“Decoupling” shaky financial institutions (temporarily) from the healthy business community that depends on them would. For big business, the government could bypass the big banks and investment houses by taking over (temporarily) the commercial paper market, using the vast hoard of wealth freed up by the stock-market collapse. In the process, it would force the Masters of the Universe to begin cleaning up their mess, privately and on their own initiative, lest they have no business to do and no way to survive. Some of them might even consent voluntarily to sell their toxic mortgages (and related assets) at what I call the “prudent” value, based on payments of one-third the homeowner’s gross income, with a retroactive 10% down payment and equity sharing on sale.
As for small business, decoupling also would serve it well. Strengthening prudent local banks would strengthen communities, provide locally controlled, non-government capital for small business, and help restore the diversification and decentralization that the last wave of financial-industry mergers reduced. It would also help replace arrogant and remote Masters of the Universe with prudent local lenders who know their communities and are there for the long haul.
As these solutions began to work, the Masters of the Universe would become isolated (temporarily) in their ivory office towers and cut off from the day to day operation of the American economy. There they would have time to reflect upon their sins, start cleaning up the mess they made, and get real about the value of their toxic assets.
In the process, they might reconsider how to make themselves useful to society, besides dreaming up “innovative” toxic assets that no one, including they, can keep tabs on or understand. They might begin to think about supporting real, i.e., industrial, innovation. Venture capital for good batteries, anyone?
P.S. Paul Krugman’s Nobel PrizeToday economist and New York Times columnist Paul Krugman won the Nobel Prize for economics. Along with millions of Americans who crave rational economic policy and rational government, I congratulate him. The Nobel Committee made a good choice, especially at this turning point in our history.
Last year I criticized Krugman harshly for his over-the-top partisanship for Hillary Clinton on the issue of health care. This year I dinged him for his unwillingness to appreciate the presence and promise of a new generation of leadership in the Democratic party.
But no one is perfect. Those faults are peccadillo compared to Krugman’s contributions. When he sticks to his field of economics, he has no peer in explaining the practical side of that complex science to policy makers and general readers, who desperately need the insight he provides.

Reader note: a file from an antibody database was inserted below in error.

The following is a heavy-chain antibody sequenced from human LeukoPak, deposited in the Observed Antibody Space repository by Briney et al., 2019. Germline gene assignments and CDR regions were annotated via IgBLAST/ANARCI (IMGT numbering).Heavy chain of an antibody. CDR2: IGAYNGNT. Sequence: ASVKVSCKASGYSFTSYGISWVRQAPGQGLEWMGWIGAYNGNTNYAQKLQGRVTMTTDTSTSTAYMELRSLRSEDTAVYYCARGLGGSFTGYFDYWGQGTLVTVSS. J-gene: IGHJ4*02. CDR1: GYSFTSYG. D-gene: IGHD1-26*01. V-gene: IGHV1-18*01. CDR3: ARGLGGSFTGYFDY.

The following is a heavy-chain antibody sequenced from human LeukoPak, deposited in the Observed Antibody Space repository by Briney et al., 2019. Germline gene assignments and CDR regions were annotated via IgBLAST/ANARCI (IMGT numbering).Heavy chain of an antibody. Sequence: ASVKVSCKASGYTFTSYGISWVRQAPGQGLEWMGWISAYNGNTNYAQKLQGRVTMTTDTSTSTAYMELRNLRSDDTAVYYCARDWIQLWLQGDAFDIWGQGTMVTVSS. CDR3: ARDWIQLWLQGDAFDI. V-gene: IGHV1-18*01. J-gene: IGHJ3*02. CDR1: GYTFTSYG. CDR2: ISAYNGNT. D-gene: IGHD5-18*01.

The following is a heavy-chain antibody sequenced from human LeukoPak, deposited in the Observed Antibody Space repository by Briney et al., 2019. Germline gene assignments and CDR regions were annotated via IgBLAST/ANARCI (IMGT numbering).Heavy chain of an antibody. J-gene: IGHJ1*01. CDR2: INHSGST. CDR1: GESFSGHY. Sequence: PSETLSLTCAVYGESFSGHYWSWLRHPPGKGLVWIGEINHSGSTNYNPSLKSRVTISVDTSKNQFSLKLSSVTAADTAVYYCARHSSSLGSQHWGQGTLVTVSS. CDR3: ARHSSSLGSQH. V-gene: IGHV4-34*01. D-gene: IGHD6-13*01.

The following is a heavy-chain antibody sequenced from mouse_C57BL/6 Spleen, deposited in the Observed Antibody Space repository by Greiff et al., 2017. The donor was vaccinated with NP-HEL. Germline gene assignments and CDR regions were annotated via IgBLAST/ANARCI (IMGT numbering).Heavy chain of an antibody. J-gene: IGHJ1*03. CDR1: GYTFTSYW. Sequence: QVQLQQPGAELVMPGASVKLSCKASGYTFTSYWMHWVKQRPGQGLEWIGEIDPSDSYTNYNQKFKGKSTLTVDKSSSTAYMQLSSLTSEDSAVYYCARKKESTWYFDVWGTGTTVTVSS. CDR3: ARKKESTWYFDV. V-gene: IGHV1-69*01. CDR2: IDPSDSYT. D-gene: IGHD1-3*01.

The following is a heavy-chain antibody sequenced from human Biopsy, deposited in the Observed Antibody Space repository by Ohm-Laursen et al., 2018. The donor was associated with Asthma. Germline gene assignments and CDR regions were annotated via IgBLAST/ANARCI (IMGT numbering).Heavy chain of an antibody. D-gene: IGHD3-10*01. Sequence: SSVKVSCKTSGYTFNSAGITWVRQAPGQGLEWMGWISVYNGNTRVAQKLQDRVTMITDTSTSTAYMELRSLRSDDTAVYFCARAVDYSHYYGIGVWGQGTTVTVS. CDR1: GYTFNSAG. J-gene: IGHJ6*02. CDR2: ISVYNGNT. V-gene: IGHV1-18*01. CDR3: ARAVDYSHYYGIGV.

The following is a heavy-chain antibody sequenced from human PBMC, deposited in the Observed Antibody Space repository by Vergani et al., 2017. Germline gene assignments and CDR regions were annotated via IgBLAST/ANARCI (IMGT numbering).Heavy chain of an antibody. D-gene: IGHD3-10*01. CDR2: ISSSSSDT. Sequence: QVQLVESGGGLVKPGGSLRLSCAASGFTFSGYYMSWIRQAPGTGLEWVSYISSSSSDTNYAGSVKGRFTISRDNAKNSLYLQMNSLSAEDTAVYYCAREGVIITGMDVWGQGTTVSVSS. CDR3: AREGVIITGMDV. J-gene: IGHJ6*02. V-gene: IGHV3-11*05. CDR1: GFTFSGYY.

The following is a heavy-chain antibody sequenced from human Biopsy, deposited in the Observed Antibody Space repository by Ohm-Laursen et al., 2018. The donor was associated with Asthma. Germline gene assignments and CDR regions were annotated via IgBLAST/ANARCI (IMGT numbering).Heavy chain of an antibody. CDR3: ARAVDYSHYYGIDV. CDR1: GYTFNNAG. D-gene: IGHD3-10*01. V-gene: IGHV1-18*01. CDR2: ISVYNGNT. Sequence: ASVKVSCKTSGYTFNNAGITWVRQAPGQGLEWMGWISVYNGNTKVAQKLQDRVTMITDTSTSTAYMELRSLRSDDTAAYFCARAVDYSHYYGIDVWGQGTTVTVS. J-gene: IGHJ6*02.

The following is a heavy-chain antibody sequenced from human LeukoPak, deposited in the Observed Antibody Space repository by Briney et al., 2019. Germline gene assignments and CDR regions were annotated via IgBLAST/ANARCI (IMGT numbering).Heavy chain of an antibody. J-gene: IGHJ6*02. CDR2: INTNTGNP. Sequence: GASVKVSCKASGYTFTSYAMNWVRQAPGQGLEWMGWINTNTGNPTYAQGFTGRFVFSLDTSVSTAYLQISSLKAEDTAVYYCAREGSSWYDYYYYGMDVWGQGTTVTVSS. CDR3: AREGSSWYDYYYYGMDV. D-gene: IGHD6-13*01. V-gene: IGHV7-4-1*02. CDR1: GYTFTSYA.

Krugman has a virtue rare among economists. He never loses sight of the fact that economic science is not primarily about mathematical or social abstractions, but about people. He sees economists’ role as more than creating the world’s prettiest abstract theory. He wants them to make life better and more predictable for the average Joe and Mary. As we emerge from a disastrous era of simplistic ideology, his path of people-centered pragmatism is the one to follow.
I read every column that Krugman writes. As our economic crisis deepened, he wrote some wonderful pieces, explaining complex ideas with good writing and insightful simplicity. Among his recent best are “Health Care Destruction” (10/6), about Republicans’ multi-generational assault on government-assisted health care, “The 3 A.M. Call” (9/29), comparing Barack Obama’s economic prowess with John McCain’s, and “Cash for Trash” (9/22), brilliantly explaining the origins of the mortgage meltdown and criticizing Secretary Paulson’s initial plan to resolve it.
I’d been meaning to write a separate post about these columns and congratulate Krugman for them. But I got sidetracked by the presidential campaign and the crisis. Now is a good time to join the general admiration for a man who has worked hard to promote rational government based on economic science.
I hope and expect that he will play an important role in any Obama Administration. With the extra credibility that his Nobel Prize now gives him, the independence that his former Hillary partisanship suggests, and his unusual ability to explain complex ideas simply to a general audience, he would make a good addition to the Dream Team.